Privacy may be an endangered species these days, but clearly some vestigial sense of modesty survives, because this wasn't the only moment when an almost confrontational candour was interrupted by a sudden flutter of old-fashioned reserve; the businesswoman who obligingly pointed out the sexual possibilities of her hotel suite hesitated when she found the word "masturbation" rising to her lips, and similarly paused for permission before letting it out.
On the whole though there seemed to be no limits to their self-exposure - so much so that when the time came to close the bedroom door you felt a mild sense of surprise that there wasn't going to be a ball-by-ball commentary on the action.
This film could easily have been ghastly. That it wasn't, was partly down to the unabashed collaboration of the clients involved (several of whom seemed to view the transaction as little more than an unusual version of shopping therapy) and partly because Treays had been fortunate in her choice of central subject. Joel, shy and slightly dorkish had a hinterland which made it impossible to look at him as just a sleazy caricature. The revelation that he was a passionate and skilled furniture-maker who had hand-built a house for his wife and carved her name into the facade, recuperated remarks that would have otherwise sounded like cheesy self-justification - remarks about his "respect for all women" and his "total emotional monogamy" with his manifestly uneasy wife.
For all the candour, nobody here was telling the whole truth - the women were unlikely to confess that the deed had actually felt demeaning and empty (though one did concede that she missed the "little cuddle" that would normally accompany sex) while Joel himself had every interest in down-playing non-financial motives for continuing what had begun as a desperate measure. Even the implicit suggestion that all these encounters were filmed as they occurred seemed decidedly implausible (would a nervous initiate really say "Sure, you can bring a camera crew"? Even if you found one such paragon of flagrancy, are you likely to be able to find two or three?) But however they did it the result was an intriguing film, one which presented the material as anthropological curiosity rather than grubby joke.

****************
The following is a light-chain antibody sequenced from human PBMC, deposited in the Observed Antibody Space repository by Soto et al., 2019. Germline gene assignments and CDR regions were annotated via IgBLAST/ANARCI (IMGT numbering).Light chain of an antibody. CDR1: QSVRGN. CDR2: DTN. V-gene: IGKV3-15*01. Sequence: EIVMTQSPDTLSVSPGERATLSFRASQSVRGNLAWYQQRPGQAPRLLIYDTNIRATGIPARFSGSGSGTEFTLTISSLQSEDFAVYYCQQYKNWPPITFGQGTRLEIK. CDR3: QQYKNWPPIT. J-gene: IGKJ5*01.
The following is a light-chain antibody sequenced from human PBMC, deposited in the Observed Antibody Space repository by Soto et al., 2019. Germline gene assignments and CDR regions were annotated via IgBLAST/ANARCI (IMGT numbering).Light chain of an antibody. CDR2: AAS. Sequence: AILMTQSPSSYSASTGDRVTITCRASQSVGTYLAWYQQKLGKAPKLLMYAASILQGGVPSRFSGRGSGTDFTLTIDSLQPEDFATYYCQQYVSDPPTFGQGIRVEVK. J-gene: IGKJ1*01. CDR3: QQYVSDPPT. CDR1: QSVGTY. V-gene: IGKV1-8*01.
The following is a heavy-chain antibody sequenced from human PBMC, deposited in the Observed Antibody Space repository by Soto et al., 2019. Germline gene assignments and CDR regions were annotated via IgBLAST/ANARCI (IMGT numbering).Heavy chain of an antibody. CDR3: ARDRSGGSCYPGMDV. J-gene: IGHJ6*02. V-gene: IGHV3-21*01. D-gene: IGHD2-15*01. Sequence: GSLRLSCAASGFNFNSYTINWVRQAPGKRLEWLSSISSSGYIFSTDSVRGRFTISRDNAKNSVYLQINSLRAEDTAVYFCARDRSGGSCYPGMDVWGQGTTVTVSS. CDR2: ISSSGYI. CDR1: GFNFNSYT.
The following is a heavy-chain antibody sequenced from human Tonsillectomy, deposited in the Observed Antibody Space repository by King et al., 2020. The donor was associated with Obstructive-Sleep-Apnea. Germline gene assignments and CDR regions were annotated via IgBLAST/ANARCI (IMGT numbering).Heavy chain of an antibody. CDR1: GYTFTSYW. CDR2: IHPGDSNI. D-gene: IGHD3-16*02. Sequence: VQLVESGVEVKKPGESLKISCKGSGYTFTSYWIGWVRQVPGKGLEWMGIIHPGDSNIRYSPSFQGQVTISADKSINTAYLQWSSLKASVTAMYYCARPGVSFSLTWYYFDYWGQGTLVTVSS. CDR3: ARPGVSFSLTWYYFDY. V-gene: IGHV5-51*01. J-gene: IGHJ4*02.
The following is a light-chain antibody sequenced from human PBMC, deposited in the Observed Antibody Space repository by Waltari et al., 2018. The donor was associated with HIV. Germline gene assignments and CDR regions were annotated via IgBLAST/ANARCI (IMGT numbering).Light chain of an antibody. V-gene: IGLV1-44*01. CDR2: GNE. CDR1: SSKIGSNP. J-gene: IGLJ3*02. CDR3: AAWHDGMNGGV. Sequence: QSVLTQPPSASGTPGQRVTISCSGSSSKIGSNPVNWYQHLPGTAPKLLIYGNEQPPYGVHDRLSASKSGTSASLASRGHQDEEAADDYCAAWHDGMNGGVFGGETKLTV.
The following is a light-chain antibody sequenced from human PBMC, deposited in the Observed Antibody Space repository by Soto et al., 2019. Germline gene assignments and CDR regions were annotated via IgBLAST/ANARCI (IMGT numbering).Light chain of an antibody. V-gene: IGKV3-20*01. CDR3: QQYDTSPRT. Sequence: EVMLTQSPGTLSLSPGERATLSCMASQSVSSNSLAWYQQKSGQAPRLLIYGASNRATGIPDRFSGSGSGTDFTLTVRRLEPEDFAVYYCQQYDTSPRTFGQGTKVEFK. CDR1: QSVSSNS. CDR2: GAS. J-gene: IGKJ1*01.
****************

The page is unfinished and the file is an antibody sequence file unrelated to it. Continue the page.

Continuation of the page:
The presence of documentary cameras, and how people behave in front of them, was also central to the first of a new series of ER (Channel 4). The entire episode was filmed as if it was rough footage for a fly-on- the-wall documentary, a conceit which resulted in some dizzying involutions of form. Given that ER borrows much of its visual language from documentary anyway, the scenes in which a fictional crew tried to keep up with a crash team offered a mille-feuille of confected realism.
They weren't quite as brave with the idea as they might have been but there was plenty of thought-provoking fun all the same. The presence of a fixed camera in the staff coffee-room allowed for some nice play between on-stage and off-stage behaviour and at one point the cameraman's battery went flat at the crucial moment of a resuscitation, neatly reminding you of the formal nature of such narrative crescendos. I wasn't entirely sure that they were safe in moralising about the sentimental manipulations of documentary filming - it was noticeable that when they wanted real emotion the sense of a foreign accent in the filming style disappeared almost entirely - but the episode will deservedly star in media studies seminars for years to come.Reuse content